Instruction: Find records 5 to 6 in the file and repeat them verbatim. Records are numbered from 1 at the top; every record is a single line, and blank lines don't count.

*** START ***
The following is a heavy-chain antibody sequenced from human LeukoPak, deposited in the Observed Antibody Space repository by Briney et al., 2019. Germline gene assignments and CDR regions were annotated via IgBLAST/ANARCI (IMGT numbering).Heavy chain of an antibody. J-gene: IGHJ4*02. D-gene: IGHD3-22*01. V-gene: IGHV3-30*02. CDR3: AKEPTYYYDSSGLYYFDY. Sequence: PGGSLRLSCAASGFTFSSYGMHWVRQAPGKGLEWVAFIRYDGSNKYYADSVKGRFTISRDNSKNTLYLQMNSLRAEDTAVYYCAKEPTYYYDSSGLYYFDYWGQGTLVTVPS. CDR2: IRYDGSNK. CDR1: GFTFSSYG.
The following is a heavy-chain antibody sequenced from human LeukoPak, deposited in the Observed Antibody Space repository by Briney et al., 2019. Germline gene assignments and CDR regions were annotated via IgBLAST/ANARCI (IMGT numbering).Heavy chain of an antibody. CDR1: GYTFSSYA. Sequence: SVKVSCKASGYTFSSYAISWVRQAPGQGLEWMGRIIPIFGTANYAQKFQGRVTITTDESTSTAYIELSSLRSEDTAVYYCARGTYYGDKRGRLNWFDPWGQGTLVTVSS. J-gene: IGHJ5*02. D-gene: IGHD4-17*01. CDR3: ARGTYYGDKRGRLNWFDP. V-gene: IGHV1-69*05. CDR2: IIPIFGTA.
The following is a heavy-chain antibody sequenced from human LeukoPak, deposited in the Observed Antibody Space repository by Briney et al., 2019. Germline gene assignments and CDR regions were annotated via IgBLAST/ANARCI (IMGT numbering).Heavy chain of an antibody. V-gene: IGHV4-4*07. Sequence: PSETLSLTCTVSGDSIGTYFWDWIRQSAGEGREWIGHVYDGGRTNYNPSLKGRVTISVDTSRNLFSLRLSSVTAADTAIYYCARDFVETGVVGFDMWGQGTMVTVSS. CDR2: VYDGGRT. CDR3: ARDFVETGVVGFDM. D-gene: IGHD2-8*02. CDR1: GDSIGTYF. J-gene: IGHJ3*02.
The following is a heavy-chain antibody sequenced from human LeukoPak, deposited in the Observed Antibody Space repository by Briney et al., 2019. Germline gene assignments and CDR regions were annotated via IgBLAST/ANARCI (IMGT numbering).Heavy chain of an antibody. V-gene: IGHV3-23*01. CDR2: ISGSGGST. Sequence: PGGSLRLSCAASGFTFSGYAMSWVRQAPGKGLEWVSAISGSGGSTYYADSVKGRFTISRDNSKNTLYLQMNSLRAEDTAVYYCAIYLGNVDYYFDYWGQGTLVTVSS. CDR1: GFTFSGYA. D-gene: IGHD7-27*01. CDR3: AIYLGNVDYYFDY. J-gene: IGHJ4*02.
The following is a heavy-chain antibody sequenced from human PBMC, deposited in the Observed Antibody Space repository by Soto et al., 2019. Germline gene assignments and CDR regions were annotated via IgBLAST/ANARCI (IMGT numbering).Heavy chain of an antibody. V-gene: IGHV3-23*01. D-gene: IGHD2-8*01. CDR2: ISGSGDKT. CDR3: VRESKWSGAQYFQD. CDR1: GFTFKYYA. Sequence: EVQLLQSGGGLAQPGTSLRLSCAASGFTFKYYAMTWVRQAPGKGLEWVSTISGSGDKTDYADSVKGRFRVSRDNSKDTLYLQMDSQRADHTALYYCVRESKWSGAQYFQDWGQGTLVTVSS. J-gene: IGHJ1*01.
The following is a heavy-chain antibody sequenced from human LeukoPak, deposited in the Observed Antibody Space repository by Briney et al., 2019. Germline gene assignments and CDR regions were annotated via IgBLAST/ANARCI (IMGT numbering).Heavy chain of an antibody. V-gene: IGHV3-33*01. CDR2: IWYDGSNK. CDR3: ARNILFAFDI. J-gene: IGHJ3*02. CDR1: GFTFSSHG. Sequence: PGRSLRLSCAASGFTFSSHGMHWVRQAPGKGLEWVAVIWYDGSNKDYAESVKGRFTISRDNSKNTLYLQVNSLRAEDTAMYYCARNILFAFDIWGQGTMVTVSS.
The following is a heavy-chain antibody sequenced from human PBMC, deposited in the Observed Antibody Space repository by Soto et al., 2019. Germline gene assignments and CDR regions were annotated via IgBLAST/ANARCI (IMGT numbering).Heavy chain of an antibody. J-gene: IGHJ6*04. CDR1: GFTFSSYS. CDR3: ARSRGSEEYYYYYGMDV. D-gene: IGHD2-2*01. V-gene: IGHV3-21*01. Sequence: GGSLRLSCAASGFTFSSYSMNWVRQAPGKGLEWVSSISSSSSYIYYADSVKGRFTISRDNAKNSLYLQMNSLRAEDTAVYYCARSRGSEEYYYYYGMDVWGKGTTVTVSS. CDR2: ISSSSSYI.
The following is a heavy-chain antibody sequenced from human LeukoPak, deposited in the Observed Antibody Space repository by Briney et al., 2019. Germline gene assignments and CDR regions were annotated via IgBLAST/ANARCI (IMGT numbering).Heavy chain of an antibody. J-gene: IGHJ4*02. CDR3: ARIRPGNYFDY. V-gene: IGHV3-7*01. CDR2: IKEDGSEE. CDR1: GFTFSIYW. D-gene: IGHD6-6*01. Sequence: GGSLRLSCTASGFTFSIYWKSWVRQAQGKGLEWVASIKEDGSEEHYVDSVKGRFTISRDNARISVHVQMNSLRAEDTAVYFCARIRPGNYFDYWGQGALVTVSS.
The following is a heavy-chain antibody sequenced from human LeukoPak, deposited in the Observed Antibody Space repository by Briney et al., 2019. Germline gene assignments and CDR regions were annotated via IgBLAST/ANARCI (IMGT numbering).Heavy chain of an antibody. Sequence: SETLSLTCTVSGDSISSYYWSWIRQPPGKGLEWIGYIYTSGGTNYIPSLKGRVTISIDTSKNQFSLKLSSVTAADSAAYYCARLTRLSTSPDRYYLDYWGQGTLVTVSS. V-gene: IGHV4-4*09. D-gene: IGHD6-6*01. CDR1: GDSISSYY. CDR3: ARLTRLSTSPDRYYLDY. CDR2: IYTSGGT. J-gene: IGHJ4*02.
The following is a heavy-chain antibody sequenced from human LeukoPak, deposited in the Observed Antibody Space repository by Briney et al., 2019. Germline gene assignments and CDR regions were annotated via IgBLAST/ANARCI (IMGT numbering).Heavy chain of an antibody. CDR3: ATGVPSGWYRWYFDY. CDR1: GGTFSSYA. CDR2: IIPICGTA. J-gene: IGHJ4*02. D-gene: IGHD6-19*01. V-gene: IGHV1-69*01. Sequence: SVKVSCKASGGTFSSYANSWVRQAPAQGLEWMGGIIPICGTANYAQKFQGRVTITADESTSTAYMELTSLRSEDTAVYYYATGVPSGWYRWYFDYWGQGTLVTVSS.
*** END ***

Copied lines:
The following is a heavy-chain antibody sequenced from human PBMC, deposited in the Observed Antibody Space repository by Soto et al., 2019. Germline gene assignments and CDR regions were annotated via IgBLAST/ANARCI (IMGT numbering).Heavy chain of an antibody. V-gene: IGHV3-23*01. D-gene: IGHD2-8*01. CDR2: ISGSGDKT. CDR3: VRESKWSGAQYFQD. CDR1: GFTFKYYA. Sequence: EVQLLQSGGGLAQPGTSLRLSCAASGFTFKYYAMTWVRQAPGKGLEWVSTISGSGDKTDYADSVKGRFRVSRDNSKDTLYLQMDSQRADHTALYYCVRESKWSGAQYFQDWGQGTLVTVSS. J-gene: IGHJ1*01.
The following is a heavy-chain antibody sequenced from human LeukoPak, deposited in the Observed Antibody Space repository by Briney et al., 2019. Germline gene assignments and CDR regions were annotated via IgBLAST/ANARCI (IMGT numbering).Heavy chain of an antibody. V-gene: IGHV3-33*01. CDR2: IWYDGSNK. CDR3: ARNILFAFDI. J-gene: IGHJ3*02. CDR1: GFTFSSHG. Sequence: PGRSLRLSCAASGFTFSSHGMHWVRQAPGKGLEWVAVIWYDGSNKDYAESVKGRFTISRDNSKNTLYLQVNSLRAEDTAMYYCARNILFAFDIWGQGTMVTVSS.